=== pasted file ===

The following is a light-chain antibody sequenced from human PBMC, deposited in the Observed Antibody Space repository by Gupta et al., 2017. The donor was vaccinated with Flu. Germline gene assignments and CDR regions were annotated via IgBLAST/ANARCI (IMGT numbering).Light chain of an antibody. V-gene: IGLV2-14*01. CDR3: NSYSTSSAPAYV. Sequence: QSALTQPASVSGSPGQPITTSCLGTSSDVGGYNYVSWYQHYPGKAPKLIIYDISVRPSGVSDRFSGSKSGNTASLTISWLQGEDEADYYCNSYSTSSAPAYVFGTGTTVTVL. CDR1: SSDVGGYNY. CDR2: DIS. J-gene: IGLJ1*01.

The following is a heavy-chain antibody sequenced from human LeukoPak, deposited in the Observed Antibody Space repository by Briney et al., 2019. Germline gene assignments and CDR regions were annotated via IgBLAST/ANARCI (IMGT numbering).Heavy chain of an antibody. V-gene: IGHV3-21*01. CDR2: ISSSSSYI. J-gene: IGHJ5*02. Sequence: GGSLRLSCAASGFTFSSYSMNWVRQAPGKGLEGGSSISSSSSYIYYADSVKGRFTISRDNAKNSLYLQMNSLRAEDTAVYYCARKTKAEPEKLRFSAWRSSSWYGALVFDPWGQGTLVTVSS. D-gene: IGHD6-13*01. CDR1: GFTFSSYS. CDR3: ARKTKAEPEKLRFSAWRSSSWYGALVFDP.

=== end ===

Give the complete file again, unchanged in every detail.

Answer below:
The following is a light-chain antibody sequenced from human PBMC, deposited in the Observed Antibody Space repository by Gupta et al., 2017. The donor was vaccinated with Flu. Germline gene assignments and CDR regions were annotated via IgBLAST/ANARCI (IMGT numbering).Light chain of an antibody. V-gene: IGLV2-14*01. CDR3: NSYSTSSAPAYV. Sequence: QSALTQPASVSGSPGQPITTSCLGTSSDVGGYNYVSWYQHYPGKAPKLIIYDISVRPSGVSDRFSGSKSGNTASLTISWLQGEDEADYYCNSYSTSSAPAYVFGTGTTVTVL. CDR1: SSDVGGYNY. CDR2: DIS. J-gene: IGLJ1*01.

The following is a heavy-chain antibody sequenced from human LeukoPak, deposited in the Observed Antibody Space repository by Briney et al., 2019. Germline gene assignments and CDR regions were annotated via IgBLAST/ANARCI (IMGT numbering).Heavy chain of an antibody. V-gene: IGHV3-21*01. CDR2: ISSSSSYI. J-gene: IGHJ5*02. Sequence: GGSLRLSCAASGFTFSSYSMNWVRQAPGKGLEGGSSISSSSSYIYYADSVKGRFTISRDNAKNSLYLQMNSLRAEDTAVYYCARKTKAEPEKLRFSAWRSSSWYGALVFDPWGQGTLVTVSS. D-gene: IGHD6-13*01. CDR1: GFTFSSYS. CDR3: ARKTKAEPEKLRFSAWRSSSWYGALVFDP.